13. ThomasJefferson macrumors 6502

    Jul 17, 2002
    Now if you were a C student with a daddy in Congress and had investments in oil companies - then sure, Harvard would be a great choice.

    Why not ... University of Virginia?
  14. 5300cs macrumors 68000


    Nov 24, 2002
    I don't even know what MCAT stands for ... I'm not going to Harvard, am I?

    Oh well, I grew up just across the river from it. And I went to college right next to BU, so I don't feel that bad.
  15. Steven1621 macrumors 6502a


    Apr 10, 2003
    fair enough. i knew the MSTP's were incredibly hard to get into, but i didn't think they were that hard.

    i will be in your position in a few years, and based on what my advisors have told me, it is very important to have the absolute best grades possible as well the abilities in the lab that someone with and MD/PhD would need.

    your mcat's are definitely good enough. granted i am not on an admissions board, but i don't see someone saying they should be higher.

    northwestern is a very good feeder school, so i would say you are in good shape.
  16. Dros macrumors 6502

    Jun 25, 2003
    Northwestern is a highly ranked school for undergraduate education. It is a little less highly ranked as a research institution, and that will come into play. How many slots are there in the Harvard MSTP program-- 5 to 10? A quarter of the interviews are Harvard grads. Every single applicant will have several years research experience. Every one will have high MCATs and GPA. I'll bet every interview (75-100) will have similar numbers. It is partly a lottery at that point.

    I'm not sure I'd bring that up as a reason. Harvard has lots of money. But what medical school research program doesn't have lots of money, at least at the level you are hoping to go? It sounds naive, and you'll click best with interviewers if you sound like you've assimilated the culture of science.

    Going there because of an interest in stem cell research is an ok reason, but if you mention that you should expect to talk how your research goals need that center, instead of just saying, "stem cells are cool". Say you went to work with Teplow, would you combine research there with stem cells? It sounds like you lack focus when you throw out these disparate ideas, which only exacerbates your 4 lab skipping around in the past years. You like Neurobiology because of Hubel? He got the Nobel prize in 1980, as you say. What is the last significant paper he has published? Again, naive sounding.

    what would give you an 'in' is if your PI at Northwestern is impressed by your research enough to tell Teplow, "this guy has it.", and that gets communicated to the MSTP program via letter of rec as well. At that level of competition, the personal connections count for a lot. There aren't many objective ways to separate out a few from many.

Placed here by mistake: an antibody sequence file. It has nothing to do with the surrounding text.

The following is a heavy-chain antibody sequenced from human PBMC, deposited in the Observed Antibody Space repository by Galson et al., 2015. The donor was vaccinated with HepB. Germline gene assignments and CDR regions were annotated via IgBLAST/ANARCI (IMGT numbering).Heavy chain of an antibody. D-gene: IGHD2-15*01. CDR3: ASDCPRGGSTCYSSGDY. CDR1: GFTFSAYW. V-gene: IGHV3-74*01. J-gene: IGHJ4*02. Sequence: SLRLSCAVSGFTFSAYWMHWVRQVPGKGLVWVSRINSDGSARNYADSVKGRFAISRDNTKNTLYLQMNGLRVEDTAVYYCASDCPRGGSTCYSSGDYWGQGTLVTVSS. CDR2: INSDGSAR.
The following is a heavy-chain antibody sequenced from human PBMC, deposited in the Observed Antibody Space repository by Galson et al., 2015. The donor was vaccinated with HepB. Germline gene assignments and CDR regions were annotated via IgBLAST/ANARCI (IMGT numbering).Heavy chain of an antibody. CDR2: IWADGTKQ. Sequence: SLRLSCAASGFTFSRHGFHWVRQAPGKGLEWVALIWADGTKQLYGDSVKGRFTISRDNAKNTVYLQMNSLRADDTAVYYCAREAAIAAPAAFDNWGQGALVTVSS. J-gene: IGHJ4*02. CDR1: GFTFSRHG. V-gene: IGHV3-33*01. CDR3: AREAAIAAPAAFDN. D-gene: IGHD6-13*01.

Don't mean to sound too harsh. Don't get too set on one program. You better be wanting to do this because you love research and you can't imagine not doing it.
  17. themadchemist thread starter macrumors 68030


    Jan 31, 2003
    Chi Town
    Hey Dros, I appreciate the feedback. My ideas are disparate because I don't put in an application for another nine months, I wasn't sure that I wanted to do MSTP until recently, and I'm still looking around at schools. There were a few things about Harvard that piqued my interest and that I plan on looking into more. Some of them might no longer end up seeming interesting, some of them might hook me. Another school, like Hopkins, Duke, or Wash U, might end up interesting me more.

    As far as the reasons I gave--clearly they weren't in the form that I would present them in an application or an interview. Of course, I will refine and improve my thoughts before an admissions board. As far as the money--I think it's significant because Harvard's endowment has allowed them to do things that no other university has done.

    I'm interested in stem cell research as it applies to neurodegenerative disorders, but I'm still reading papers, so I can't be certain that that avenue is for me. It's something I'm investigating though.

    On the other hand, I know that the biochemistry I'm doing now is very interesting and so similar research with Teplow would be great. I've read one of his papers--it's the matter of reading more. Ideally, and this requires that I'm very good in the lab I'm in (which is, of course, a prereq for mstp), my PI would put a good word in for me with Teplow, or better yet, introduce me. I think it would be ridiculous to apply to a PhD program without talking to some of the faculty in the department to which you're applying. Therefore, I plan to talk to a few people whose papers excite me. What would be incredible would be to spend a couple of weeks possibly visiting one of these people's labs, learning a new technique, and getting to know a professor and his/her research a little better.